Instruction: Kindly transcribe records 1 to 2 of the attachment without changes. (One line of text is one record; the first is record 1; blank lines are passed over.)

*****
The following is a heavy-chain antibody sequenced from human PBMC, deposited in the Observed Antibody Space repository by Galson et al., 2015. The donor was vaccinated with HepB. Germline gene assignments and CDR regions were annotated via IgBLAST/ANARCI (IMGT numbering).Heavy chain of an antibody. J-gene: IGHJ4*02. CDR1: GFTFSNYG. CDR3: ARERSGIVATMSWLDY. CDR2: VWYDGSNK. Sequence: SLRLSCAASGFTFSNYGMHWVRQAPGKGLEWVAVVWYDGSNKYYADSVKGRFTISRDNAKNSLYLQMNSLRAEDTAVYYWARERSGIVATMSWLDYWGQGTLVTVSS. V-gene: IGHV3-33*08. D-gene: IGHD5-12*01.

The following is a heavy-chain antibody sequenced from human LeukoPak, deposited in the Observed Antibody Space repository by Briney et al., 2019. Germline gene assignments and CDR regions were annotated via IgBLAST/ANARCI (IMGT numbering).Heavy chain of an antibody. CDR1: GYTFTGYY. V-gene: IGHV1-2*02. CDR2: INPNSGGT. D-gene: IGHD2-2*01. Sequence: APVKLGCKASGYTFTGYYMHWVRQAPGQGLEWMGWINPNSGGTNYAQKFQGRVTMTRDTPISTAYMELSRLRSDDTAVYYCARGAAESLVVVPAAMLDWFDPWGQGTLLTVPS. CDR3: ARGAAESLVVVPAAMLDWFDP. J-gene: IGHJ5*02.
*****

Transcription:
The following is a heavy-chain antibody sequenced from human PBMC, deposited in the Observed Antibody Space repository by Galson et al., 2015. The donor was vaccinated with HepB. Germline gene assignments and CDR regions were annotated via IgBLAST/ANARCI (IMGT numbering).Heavy chain of an antibody. J-gene: IGHJ4*02. CDR1: GFTFSNYG. CDR3: ARERSGIVATMSWLDY. CDR2: VWYDGSNK. Sequence: SLRLSCAASGFTFSNYGMHWVRQAPGKGLEWVAVVWYDGSNKYYADSVKGRFTISRDNAKNSLYLQMNSLRAEDTAVYYWARERSGIVATMSWLDYWGQGTLVTVSS. V-gene: IGHV3-33*08. D-gene: IGHD5-12*01.

The following is a heavy-chain antibody sequenced from human LeukoPak, deposited in the Observed Antibody Space repository by Briney et al., 2019. Germline gene assignments and CDR regions were annotated via IgBLAST/ANARCI (IMGT numbering).Heavy chain of an antibody. CDR1: GYTFTGYY. V-gene: IGHV1-2*02. CDR2: INPNSGGT. D-gene: IGHD2-2*01. Sequence: APVKLGCKASGYTFTGYYMHWVRQAPGQGLEWMGWINPNSGGTNYAQKFQGRVTMTRDTPISTAYMELSRLRSDDTAVYYCARGAAESLVVVPAAMLDWFDPWGQGTLLTVPS. CDR3: ARGAAESLVVVPAAMLDWFDP. J-gene: IGHJ5*02.